The upper platform of the Reichstag cupola with its wonderful view of Berlin. Spiraling ramps lead up and down around the cupola, offering a 360-degree view of the German capital. (Michael Abrams/Stars and Stripes)

This graffiti carved into the stones of the Reichstag might have been made by Soviet soldiers following the battle for Berlin in the waning days of World War II.

This graffiti carved into the stones of the Reichstag might have been made by Soviet soldiers following the battle for Berlin in the waning days of World War II. (Michael Abrams/Stars and Stripes)

Looking down from the roof of the Reichstag you can see a work of art called "Der Bevoelkerung"  (For the people), conceived by artist Hans Haacke. The soil surrounding the neon lights that make up the words were brought by the parliamentarians from their local constituencies.

Looking down from the roof of the Reichstag you can see a work of art called "Der Bevoelkerung" (For the people), conceived by artist Hans Haacke. The soil surrounding the neon lights that make up the words were brought by the parliamentarians from their local constituencies. (Michael Abrams/Stars and Stripes)

The photographer is mirrored several times in the central mirrored cone of the Reichstag's cupola in Berlin. The cone can be used to draw light down into the plenary chamber of the Reichstag, the seat of the German parliament.

The photographer is mirrored several times in the central mirrored cone of the Reichstag's cupola in Berlin. The cone can be used to draw light down into the plenary chamber of the Reichstag, the seat of the German parliament. (Michael Abrams/Stars and Stripes)

It is one of Berlin’s most popular tourist attractions. Some come to see democracy in action, but most come to wander up through the lofty glass and metal dome that crowns it.

The Reichstag is the seat of German parliament. Designed by Paul Wallot, it opened in 1894. Following World War I, Philipp Scheidemann proclaimed a republic from one of its balconies on Nov. 9, 1918.

In 1933, a month after Adolf Hitler had become chancellor, it was damaged by a mysterious fire, which was used as a pretext by the Nazis to hunt down political opponents. The building was further damaged during the battle for Berlin in 1945.

It long stood unused before being restored in 1973 and used as an exhibition hall.

After the 1990 reunification of Germany, and being wrapped in cloth by the artists Christo and Jeanne-Claude in 1995, it was completely renovated and opened for parliament in 1999 with the cupola designed by Norman Foster.

To visit the dome, you first have to go through an airport-like security check in front of the Reichstag, then you are escorted to the building and to an elevator that takes you to the roof.

From here, you glimpse the first great views of Berlin. But as you walk the steel ramp that spirals up through the cupola, it only gets better.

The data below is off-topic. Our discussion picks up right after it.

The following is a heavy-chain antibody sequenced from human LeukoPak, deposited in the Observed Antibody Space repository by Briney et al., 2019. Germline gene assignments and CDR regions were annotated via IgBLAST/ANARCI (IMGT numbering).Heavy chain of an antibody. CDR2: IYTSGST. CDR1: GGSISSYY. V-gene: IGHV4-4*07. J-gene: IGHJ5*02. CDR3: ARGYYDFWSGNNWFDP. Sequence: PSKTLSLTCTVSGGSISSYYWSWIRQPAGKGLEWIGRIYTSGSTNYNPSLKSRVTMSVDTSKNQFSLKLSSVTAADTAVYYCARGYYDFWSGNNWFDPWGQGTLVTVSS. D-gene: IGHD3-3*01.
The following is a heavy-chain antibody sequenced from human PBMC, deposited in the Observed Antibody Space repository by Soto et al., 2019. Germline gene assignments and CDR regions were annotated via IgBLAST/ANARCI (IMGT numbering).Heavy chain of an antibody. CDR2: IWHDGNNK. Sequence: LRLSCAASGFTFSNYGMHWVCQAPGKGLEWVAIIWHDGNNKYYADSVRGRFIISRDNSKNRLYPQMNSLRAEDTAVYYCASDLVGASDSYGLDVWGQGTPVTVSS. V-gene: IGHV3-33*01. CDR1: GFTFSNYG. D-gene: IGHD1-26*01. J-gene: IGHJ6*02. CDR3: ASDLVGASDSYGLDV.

To the west, the view is the grassy expanse of the Platz der Republik, the gleaming Federal Chancellery building, the Victory Column and way off in the distance, the Teufelsberg, a recreation area topped by a former American radar station.

The view to the south is across the Tiergarten park to Potsdamer Platz, the Memorial to the Murdered Jews of Europe, the U.S. Embassy and the Brandenburg gate.

Looking east you see the Berlin Cathedral, the Rotes Rathaus — Berlin’s city hall — and the Television Tower on Alexanderplatz, the city’s tallest structure.

To the north are more government buildings, the Charité hospital and the gleaming Hauptbahnhof.

As great as the views over Berlin are, the one inside the dome is no less fascinating. It is 40 meters (131.234 feet) in diameter and 23.5 meters (77.09974 feet) high. Its steel and glass weighs 800 metric tons (881.849 U.S. tons).

At its center is a giant mirrored cone used to draw light into the plenary chamber below.

The glass dome above the assembly symbolizes a transparent government and that the republic’s people are above it.

At the top of the cone is the upper viewing platform, where with a spin of your body you can have a 360-degree view of the German capital.

Another spiral ramp takes you back down to roof level, where there is a restaurant with a view to the east.

From the roof, one can look down into the Reichstag’s two inner courtyards. In one, you can see a work of art called “Der Bevölkerung” (For the People), conceived by artist Hans Haacke. The soil surrounding the neon lights that make up the words were brought by the parliamentarians from their local constituencies.

If you look closely at the building’s stone walls you might be able to spot WWII bullet holes and graffiti left by Soviet soldiers.

There might be better views of Berlin — the one from the Television Tower comes to mind — but none are quite as fascinating as seeing the capital of Germany through the glass dome high above the parliament that governs it.

abrams.mike@stripes.com

The Reichstag, Berlin

DIRECTIONS The Reichstag is at Platz der Republik 1, 11011 Berlin. Bus lines 100 and M85 stop at the Reichstag, while TXL, the bus from Tegel airport, stops nearby at Marschallbrücke. On subway U55 from the Hauptbahnhof, get off at the Bundestag stop.

TIMES The dome is open daily except Dec. 24 and 31 from 8 a.m. to midnight. Visitors must register online for a reservation. It is sometimes closed for cleaning and renovation, so check www.bundestag.de/htdocs_e/visits/kuppel, where you also register, to make sure it is open. If you visit spontaneously, go to the office next to the souvenir shop, where you can register if there is an opening.

COSTS Entrance is free.

FOOD The rooftop restaurant is open daily from 9 a.m. to 4:30 p.m. and 6:30 p.m. to 10:30 p.m.